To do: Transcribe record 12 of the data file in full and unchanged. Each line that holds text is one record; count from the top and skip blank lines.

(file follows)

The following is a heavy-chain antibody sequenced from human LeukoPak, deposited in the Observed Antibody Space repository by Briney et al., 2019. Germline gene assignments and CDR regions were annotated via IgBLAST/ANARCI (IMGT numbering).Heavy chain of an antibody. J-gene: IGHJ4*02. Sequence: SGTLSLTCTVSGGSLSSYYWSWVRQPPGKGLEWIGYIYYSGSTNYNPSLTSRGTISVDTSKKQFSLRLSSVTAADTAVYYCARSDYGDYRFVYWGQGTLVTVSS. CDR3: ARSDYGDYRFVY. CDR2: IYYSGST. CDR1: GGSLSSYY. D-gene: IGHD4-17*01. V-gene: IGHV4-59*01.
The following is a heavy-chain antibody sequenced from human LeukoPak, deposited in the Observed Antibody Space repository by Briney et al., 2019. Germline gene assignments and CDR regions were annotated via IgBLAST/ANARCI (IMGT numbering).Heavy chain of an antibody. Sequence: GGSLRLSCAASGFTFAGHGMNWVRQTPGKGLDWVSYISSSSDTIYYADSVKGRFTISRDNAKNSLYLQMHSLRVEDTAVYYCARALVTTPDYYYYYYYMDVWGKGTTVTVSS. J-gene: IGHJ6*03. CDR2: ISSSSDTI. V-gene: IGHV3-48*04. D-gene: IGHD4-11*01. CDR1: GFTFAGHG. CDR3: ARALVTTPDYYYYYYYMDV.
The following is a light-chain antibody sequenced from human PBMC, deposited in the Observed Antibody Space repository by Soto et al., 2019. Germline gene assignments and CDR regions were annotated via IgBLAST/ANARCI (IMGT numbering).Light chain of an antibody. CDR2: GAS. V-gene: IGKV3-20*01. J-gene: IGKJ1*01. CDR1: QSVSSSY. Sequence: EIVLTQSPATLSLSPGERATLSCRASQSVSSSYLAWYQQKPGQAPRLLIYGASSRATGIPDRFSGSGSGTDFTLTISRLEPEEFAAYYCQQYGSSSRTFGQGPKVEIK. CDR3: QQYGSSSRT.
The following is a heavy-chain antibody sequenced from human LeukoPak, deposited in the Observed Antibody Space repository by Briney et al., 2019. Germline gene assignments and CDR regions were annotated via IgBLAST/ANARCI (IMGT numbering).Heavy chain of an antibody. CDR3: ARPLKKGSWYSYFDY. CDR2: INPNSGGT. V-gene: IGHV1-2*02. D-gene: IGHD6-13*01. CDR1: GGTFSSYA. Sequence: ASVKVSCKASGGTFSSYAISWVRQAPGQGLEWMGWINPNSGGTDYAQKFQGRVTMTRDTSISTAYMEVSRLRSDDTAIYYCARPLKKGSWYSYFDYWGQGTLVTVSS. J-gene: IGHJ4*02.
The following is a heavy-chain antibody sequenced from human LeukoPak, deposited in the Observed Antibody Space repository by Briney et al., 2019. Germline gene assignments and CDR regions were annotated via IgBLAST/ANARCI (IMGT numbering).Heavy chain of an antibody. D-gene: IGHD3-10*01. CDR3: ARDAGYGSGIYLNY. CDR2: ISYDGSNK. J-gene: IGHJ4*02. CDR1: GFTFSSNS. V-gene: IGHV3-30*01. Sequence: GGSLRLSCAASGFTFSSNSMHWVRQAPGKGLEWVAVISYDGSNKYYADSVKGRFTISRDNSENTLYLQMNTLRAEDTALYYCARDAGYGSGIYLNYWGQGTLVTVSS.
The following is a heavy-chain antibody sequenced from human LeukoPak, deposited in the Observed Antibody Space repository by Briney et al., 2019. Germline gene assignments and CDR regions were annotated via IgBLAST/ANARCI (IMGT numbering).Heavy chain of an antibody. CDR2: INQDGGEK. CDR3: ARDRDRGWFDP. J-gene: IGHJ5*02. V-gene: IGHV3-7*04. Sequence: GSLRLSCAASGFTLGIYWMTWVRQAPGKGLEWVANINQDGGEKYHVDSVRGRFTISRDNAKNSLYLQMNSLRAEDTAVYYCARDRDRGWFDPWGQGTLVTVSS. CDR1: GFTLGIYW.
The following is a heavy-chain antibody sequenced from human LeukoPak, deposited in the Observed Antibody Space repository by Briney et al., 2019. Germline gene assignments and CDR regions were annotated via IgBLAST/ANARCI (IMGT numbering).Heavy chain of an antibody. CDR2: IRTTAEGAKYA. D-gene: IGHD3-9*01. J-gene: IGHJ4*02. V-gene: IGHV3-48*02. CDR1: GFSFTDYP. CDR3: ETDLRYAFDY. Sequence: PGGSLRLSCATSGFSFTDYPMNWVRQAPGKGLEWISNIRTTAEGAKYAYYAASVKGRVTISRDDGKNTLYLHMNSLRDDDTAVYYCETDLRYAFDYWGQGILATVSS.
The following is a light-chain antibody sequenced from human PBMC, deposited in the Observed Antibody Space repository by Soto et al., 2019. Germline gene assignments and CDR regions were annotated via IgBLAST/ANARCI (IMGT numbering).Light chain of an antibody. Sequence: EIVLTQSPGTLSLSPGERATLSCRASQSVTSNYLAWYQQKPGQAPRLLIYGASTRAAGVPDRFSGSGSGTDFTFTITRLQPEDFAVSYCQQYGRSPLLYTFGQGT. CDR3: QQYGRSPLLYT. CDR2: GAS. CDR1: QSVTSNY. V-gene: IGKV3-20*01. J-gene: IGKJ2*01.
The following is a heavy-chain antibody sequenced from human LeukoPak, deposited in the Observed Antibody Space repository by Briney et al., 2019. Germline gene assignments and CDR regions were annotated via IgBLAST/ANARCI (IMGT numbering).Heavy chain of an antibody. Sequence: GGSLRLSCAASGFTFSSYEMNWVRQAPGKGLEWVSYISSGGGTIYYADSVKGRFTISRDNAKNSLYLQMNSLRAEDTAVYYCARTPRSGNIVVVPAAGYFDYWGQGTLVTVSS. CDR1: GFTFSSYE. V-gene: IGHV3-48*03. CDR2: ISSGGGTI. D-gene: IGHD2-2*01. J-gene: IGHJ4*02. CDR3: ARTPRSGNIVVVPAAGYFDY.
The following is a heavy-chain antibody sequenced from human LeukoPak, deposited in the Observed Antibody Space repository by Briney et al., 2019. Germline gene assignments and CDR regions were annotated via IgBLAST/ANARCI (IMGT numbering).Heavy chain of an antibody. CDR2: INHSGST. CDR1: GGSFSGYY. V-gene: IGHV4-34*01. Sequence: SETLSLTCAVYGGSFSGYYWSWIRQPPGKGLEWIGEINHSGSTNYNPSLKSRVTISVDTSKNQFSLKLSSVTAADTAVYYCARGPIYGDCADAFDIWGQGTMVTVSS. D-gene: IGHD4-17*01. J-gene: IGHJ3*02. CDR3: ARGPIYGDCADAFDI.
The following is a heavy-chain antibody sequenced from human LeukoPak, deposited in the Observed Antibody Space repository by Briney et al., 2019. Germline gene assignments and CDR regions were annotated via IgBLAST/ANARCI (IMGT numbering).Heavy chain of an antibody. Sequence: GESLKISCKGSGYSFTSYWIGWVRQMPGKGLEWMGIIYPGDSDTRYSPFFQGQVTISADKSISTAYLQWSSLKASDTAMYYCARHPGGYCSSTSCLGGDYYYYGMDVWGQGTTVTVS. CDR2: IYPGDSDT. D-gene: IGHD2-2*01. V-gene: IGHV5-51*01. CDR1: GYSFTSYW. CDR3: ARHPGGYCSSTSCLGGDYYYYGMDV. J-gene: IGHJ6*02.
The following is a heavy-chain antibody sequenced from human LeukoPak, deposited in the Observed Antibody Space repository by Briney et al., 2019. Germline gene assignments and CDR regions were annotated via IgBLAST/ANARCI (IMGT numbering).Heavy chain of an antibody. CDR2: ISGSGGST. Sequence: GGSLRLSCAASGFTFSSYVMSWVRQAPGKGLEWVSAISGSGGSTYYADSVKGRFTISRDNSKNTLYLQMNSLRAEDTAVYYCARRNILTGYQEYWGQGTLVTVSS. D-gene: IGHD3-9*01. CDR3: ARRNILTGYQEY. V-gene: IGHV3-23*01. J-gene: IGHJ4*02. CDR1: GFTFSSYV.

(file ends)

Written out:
The following is a heavy-chain antibody sequenced from human LeukoPak, deposited in the Observed Antibody Space repository by Briney et al., 2019. Germline gene assignments and CDR regions were annotated via IgBLAST/ANARCI (IMGT numbering).Heavy chain of an antibody. CDR2: ISGSGGST. Sequence: GGSLRLSCAASGFTFSSYVMSWVRQAPGKGLEWVSAISGSGGSTYYADSVKGRFTISRDNSKNTLYLQMNSLRAEDTAVYYCARRNILTGYQEYWGQGTLVTVSS. D-gene: IGHD3-9*01. CDR3: ARRNILTGYQEY. V-gene: IGHV3-23*01. J-gene: IGHJ4*02. CDR1: GFTFSSYV.